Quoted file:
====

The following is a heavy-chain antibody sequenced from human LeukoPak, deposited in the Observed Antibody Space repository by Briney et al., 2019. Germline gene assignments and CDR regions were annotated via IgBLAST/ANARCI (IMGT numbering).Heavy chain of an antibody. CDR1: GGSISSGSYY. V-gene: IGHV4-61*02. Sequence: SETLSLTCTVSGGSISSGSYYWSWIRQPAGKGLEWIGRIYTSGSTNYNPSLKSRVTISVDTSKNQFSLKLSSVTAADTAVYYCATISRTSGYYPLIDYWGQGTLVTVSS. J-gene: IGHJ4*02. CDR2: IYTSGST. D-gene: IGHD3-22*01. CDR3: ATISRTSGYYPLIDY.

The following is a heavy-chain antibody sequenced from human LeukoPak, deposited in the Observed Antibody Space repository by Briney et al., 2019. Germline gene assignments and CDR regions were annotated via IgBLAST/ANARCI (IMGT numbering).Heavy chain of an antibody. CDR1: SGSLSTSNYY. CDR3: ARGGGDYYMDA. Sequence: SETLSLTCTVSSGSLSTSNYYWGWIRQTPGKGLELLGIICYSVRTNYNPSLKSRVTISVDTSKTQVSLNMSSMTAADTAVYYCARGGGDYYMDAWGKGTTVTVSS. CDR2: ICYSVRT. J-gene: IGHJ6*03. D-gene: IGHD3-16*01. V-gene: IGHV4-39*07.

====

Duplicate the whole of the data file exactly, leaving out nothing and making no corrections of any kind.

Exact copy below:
The following is a heavy-chain antibody sequenced from human LeukoPak, deposited in the Observed Antibody Space repository by Briney et al., 2019. Germline gene assignments and CDR regions were annotated via IgBLAST/ANARCI (IMGT numbering).Heavy chain of an antibody. CDR1: GGSISSGSYY. V-gene: IGHV4-61*02. Sequence: SETLSLTCTVSGGSISSGSYYWSWIRQPAGKGLEWIGRIYTSGSTNYNPSLKSRVTISVDTSKNQFSLKLSSVTAADTAVYYCATISRTSGYYPLIDYWGQGTLVTVSS. J-gene: IGHJ4*02. CDR2: IYTSGST. D-gene: IGHD3-22*01. CDR3: ATISRTSGYYPLIDY.

The following is a heavy-chain antibody sequenced from human LeukoPak, deposited in the Observed Antibody Space repository by Briney et al., 2019. Germline gene assignments and CDR regions were annotated via IgBLAST/ANARCI (IMGT numbering).Heavy chain of an antibody. CDR1: SGSLSTSNYY. CDR3: ARGGGDYYMDA. Sequence: SETLSLTCTVSSGSLSTSNYYWGWIRQTPGKGLELLGIICYSVRTNYNPSLKSRVTISVDTSKTQVSLNMSSMTAADTAVYYCARGGGDYYMDAWGKGTTVTVSS. CDR2: ICYSVRT. J-gene: IGHJ6*03. D-gene: IGHD3-16*01. V-gene: IGHV4-39*07.